Utility Pollution Settlement Spurs Wind, Solar Projects

A recent settlement between FirstEnergy Corporation’s subsidiary, Ohio Edison, and the U.S. government found the power producer in violation of the Federal Clean Air Act. The resulting landmark settlement with the government will clean up the bulk of the utility’s coal-plant emissions and also propel significant new commitments to wind power and solar energy as further mitigation measures.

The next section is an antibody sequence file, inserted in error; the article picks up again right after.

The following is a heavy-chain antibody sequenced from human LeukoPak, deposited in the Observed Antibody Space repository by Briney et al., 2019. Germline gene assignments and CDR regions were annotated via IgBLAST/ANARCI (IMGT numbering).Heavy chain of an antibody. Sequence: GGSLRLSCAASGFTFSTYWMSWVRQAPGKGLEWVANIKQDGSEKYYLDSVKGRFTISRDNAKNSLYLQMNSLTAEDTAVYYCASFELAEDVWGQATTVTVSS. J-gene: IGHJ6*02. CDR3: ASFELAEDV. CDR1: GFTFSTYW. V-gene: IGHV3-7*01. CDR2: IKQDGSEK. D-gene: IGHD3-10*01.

The settlement resolves a lawsuit filed in 1999 as part of a federal government initiative, joined by the states of New York, New Jersey and Connecticut, to bring operators of coal-fired power plants into compliance with the New Source Review (NSR) provisions of the Clean Air Act. The main power plant in question was the W.H. Sammis Station, a coal-fired power plant in Stratton, Ohio, operated by Ohio Edison. The Sammis Station is one of the largest sources of air pollution in the nation, emitting a total of about 205,000 tons of SO2 and NOx in 2003. After a four-week trial in 2003, the U.S. District Court for the Southern District of Ohio agreed with the government that there were NSR violations at the Sammis plant. The court had not yet held the second trial needed to determine what pollution controls, penalty and other remedies would be required for these violations. The settlement resolves the remedy phase of this litigation, thereby averting a trial. The consent decree agreed to by Ohio Edison will reduce emissions of harmful sulfur dioxide (SO2) and nitrogen oxides (NOx) from the Sammis plant, as well as from other Ohio Edison and FirstEnergy coal-fired power plants, by over 212,000 tons per year. The pollution controls and other measures required by the consent decree are expected to cost approximately $1.1 billion. Ohio Edison is required to use $25 million of the settlement amount for mitigation projects to compensate for the harmful effects of Ohio Edison’s past violations, which makes it the largest mitigation project commitment in any of the United States’ NSR settlements with utilities to date. This is the ninth settlement that the federal government has entered into to address Clean Air Act NSR violations by coal-fired power plants. In terms of both the amount of the pollution reductions and cost, this settlement is the second largest of the power plant NSR settlements to date. The $8.5 million civil penalty imposed is the second largest penalty against a power plant. In total, additional environmental controls could be installed on nearly 5,500 MW of the company’s 7,400 MW of coal-based generating capacity, with construction beginning in 2005 and completed no later than 2012, according to FirstEnergy. In addition to the new environmental controls, the settlement will ensure new renewable energy projects as well. Out of the $25 million, Ohio Edison will fund $14.4 million in renewable energy development projects, specifically wind power projects in Pennsylvania, New Jersey or western New York. Ohio Edison is required to enter into 20-year contracts to buy power from wind projects with a total capacity of at least 93 MW, according to the DOE’s office of Energy Efficiency and Renewable Energy. However, if the wind energy production tax credit is not in force or not applicable to any of the projects, Ohio Edison need only contract for 23 MW of wind power. The wind projects must be located in Pennsylvania, New Jersey, or western New York. With pre-approval from the plaintiffs, Ohio Edison can also substitute landfill gas projects in Connecticut, New Jersey, or New York for some or all of the wind power requirement. Ohio Edison must also provide $400,000 to fund a 52 kW solar power system in Pittsburgh, Pennsylvania. The renewable energy generated will displace an equivalent amount of coal-fired power and thereby further reduce emissions from coal-fired plants. Emissions from power plants are carried significant distances downwind, causing air quality problems in other states to which the polluted air is carried. Sulfur dioxides and nitrogen oxides cause severe respiratory problems and contribute to childhood asthma. These pollutants are also significant contributors to acid rain, smog and haze. “This settlement creates the new high-water mark for putting resources into the communities affected most directly by a utility company’s actions,” Gregory G. Lockhart, United States Attorney for the Southern District of Ohio, said. “This…agreement can serve as the foundation upon which we build new ways to reduce pollution and invest in renewable energy sources to benefit future generations.”
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